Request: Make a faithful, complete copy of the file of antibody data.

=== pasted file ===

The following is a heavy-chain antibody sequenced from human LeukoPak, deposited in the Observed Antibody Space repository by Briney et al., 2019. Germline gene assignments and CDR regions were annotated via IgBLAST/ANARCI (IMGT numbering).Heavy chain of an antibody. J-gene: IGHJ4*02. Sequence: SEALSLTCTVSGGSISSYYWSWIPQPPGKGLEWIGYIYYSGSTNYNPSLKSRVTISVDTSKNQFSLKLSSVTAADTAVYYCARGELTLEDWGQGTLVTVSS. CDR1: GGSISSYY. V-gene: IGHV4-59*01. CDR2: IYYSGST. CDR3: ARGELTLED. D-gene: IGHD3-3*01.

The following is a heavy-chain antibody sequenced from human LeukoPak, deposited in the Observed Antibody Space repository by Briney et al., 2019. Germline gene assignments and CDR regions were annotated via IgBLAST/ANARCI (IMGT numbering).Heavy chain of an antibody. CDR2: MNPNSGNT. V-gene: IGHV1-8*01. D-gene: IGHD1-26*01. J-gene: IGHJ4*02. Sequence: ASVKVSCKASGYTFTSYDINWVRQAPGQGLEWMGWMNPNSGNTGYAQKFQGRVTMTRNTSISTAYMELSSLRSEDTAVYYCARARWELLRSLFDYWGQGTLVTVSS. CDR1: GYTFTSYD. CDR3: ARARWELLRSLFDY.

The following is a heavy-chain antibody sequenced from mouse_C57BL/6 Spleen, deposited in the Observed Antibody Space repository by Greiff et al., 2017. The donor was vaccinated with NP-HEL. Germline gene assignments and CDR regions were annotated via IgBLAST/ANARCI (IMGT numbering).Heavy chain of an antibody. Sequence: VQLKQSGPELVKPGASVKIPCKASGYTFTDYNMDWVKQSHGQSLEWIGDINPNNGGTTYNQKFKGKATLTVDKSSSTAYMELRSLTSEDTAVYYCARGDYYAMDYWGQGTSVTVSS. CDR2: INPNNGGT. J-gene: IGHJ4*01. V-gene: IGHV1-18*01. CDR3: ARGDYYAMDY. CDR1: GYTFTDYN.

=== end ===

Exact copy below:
The following is a heavy-chain antibody sequenced from human LeukoPak, deposited in the Observed Antibody Space repository by Briney et al., 2019. Germline gene assignments and CDR regions were annotated via IgBLAST/ANARCI (IMGT numbering).Heavy chain of an antibody. J-gene: IGHJ4*02. Sequence: SEALSLTCTVSGGSISSYYWSWIPQPPGKGLEWIGYIYYSGSTNYNPSLKSRVTISVDTSKNQFSLKLSSVTAADTAVYYCARGELTLEDWGQGTLVTVSS. CDR1: GGSISSYY. V-gene: IGHV4-59*01. CDR2: IYYSGST. CDR3: ARGELTLED. D-gene: IGHD3-3*01.

The following is a heavy-chain antibody sequenced from human LeukoPak, deposited in the Observed Antibody Space repository by Briney et al., 2019. Germline gene assignments and CDR regions were annotated via IgBLAST/ANARCI (IMGT numbering).Heavy chain of an antibody. CDR2: MNPNSGNT. V-gene: IGHV1-8*01. D-gene: IGHD1-26*01. J-gene: IGHJ4*02. Sequence: ASVKVSCKASGYTFTSYDINWVRQAPGQGLEWMGWMNPNSGNTGYAQKFQGRVTMTRNTSISTAYMELSSLRSEDTAVYYCARARWELLRSLFDYWGQGTLVTVSS. CDR1: GYTFTSYD. CDR3: ARARWELLRSLFDY.

The following is a heavy-chain antibody sequenced from mouse_C57BL/6 Spleen, deposited in the Observed Antibody Space repository by Greiff et al., 2017. The donor was vaccinated with NP-HEL. Germline gene assignments and CDR regions were annotated via IgBLAST/ANARCI (IMGT numbering).Heavy chain of an antibody. Sequence: VQLKQSGPELVKPGASVKIPCKASGYTFTDYNMDWVKQSHGQSLEWIGDINPNNGGTTYNQKFKGKATLTVDKSSSTAYMELRSLTSEDTAVYYCARGDYYAMDYWGQGTSVTVSS. CDR2: INPNNGGT. J-gene: IGHJ4*01. V-gene: IGHV1-18*01. CDR3: ARGDYYAMDY. CDR1: GYTFTDYN.